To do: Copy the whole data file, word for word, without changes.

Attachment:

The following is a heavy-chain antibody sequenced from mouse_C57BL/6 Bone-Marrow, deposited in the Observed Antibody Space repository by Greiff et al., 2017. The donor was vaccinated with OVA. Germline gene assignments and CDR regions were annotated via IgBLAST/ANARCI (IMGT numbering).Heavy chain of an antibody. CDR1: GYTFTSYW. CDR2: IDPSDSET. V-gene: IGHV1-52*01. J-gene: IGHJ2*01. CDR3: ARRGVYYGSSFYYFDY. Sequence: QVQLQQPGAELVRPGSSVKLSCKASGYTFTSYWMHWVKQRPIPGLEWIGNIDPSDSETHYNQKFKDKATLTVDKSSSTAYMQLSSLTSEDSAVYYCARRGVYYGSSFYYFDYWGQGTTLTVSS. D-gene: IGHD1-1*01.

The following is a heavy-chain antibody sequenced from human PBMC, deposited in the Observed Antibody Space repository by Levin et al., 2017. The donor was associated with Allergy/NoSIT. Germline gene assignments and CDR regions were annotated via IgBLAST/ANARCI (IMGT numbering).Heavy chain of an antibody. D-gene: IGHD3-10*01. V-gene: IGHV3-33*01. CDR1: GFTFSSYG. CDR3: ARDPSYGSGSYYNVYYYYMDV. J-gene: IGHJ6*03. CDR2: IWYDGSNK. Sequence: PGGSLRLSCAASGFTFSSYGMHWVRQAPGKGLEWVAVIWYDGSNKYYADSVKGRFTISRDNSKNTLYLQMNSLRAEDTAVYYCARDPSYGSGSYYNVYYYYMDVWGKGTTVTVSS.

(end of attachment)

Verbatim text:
The following is a heavy-chain antibody sequenced from mouse_C57BL/6 Bone-Marrow, deposited in the Observed Antibody Space repository by Greiff et al., 2017. The donor was vaccinated with OVA. Germline gene assignments and CDR regions were annotated via IgBLAST/ANARCI (IMGT numbering).Heavy chain of an antibody. CDR1: GYTFTSYW. CDR2: IDPSDSET. V-gene: IGHV1-52*01. J-gene: IGHJ2*01. CDR3: ARRGVYYGSSFYYFDY. Sequence: QVQLQQPGAELVRPGSSVKLSCKASGYTFTSYWMHWVKQRPIPGLEWIGNIDPSDSETHYNQKFKDKATLTVDKSSSTAYMQLSSLTSEDSAVYYCARRGVYYGSSFYYFDYWGQGTTLTVSS. D-gene: IGHD1-1*01.

The following is a heavy-chain antibody sequenced from human PBMC, deposited in the Observed Antibody Space repository by Levin et al., 2017. The donor was associated with Allergy/NoSIT. Germline gene assignments and CDR regions were annotated via IgBLAST/ANARCI (IMGT numbering).Heavy chain of an antibody. D-gene: IGHD3-10*01. V-gene: IGHV3-33*01. CDR1: GFTFSSYG. CDR3: ARDPSYGSGSYYNVYYYYMDV. J-gene: IGHJ6*03. CDR2: IWYDGSNK. Sequence: PGGSLRLSCAASGFTFSSYGMHWVRQAPGKGLEWVAVIWYDGSNKYYADSVKGRFTISRDNSKNTLYLQMNSLRAEDTAVYYCARDPSYGSGSYYNVYYYYMDVWGKGTTVTVSS.